“Seven hikers made their way through Lynn Headwaters and Hanes Valley up to Crown Mountain and then to the Grouse Chalet. Very diverse terrain: forest trails, a creek crossing, boulder fields, steep to very steep parts and a bit of scrambling. High temperatures and humidity made us sweat and many flies and mosquitos kept us from stopping for too long. Great views from the top, no snow, and a bear with a cub from a safe distance. Ten hours of hiking and the rain started only after we arrived at the Chalet.”

Crown Mountain 11/07/09

Su-Laine on Crown Mountain:
“Ow, my legs hurt. Other than two sections of moderate scrambling, the statistics on this one make it look like a moderate 9 km hike from the top of the Grouse Mountain Skyride. There are several climbs and descents each way, so although the overall elevation gain is only 455 m, in total you’re probably climbing over 1000 m, and I found it a lot more tiring than another 1000+ m hike I’d done a few weeks ago (Eagle Bluffs). Maybe it was the hot sun, or maybe the fact that the trail requires so many damned deep knee bends for smaller people like me.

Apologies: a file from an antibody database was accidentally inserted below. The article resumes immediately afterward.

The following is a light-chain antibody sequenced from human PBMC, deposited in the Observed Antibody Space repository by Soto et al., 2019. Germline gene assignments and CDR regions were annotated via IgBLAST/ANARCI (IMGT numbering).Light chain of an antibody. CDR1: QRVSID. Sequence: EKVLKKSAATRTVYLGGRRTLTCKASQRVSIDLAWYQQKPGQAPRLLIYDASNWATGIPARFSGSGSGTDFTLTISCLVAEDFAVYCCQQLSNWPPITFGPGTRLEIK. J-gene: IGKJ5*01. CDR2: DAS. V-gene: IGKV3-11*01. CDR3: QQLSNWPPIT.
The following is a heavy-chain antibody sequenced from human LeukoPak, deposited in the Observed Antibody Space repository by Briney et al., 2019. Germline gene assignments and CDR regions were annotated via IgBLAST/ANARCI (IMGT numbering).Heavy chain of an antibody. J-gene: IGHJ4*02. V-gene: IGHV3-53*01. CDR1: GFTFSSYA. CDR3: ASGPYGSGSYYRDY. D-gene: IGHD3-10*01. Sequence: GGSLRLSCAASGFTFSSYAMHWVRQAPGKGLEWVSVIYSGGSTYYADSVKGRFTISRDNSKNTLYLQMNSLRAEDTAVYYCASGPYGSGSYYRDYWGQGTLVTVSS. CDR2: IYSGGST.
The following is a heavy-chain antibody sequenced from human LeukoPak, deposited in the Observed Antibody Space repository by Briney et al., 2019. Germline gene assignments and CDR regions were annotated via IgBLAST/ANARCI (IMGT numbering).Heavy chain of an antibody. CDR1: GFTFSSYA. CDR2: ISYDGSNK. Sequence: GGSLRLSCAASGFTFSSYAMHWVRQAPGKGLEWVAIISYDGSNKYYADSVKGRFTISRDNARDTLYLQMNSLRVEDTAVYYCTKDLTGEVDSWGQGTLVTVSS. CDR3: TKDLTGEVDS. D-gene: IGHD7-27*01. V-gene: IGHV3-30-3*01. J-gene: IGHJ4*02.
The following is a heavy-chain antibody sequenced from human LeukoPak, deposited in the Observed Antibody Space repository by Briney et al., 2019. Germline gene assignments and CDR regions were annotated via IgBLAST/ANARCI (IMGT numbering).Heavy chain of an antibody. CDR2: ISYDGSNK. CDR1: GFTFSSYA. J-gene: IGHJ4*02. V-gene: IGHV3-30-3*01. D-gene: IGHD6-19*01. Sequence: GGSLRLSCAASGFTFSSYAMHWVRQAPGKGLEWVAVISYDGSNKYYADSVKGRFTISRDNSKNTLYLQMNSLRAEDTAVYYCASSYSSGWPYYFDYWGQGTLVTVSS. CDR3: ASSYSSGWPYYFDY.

I’d posted this as a 5-6 hour hike but it ended up taking us about 8.5 hrs, including breaks and half an hour off-trail when some of us missed a marker. The off-trail part took us down some slippery rocks and wasn’t fun; other than that the scrambling was fun. It was good to be in a group so we could spot each other and learn from others’ techniques. The summit is snow-free but we had to cross a couple of patches of packed snow lower down where hiking poles were useful.”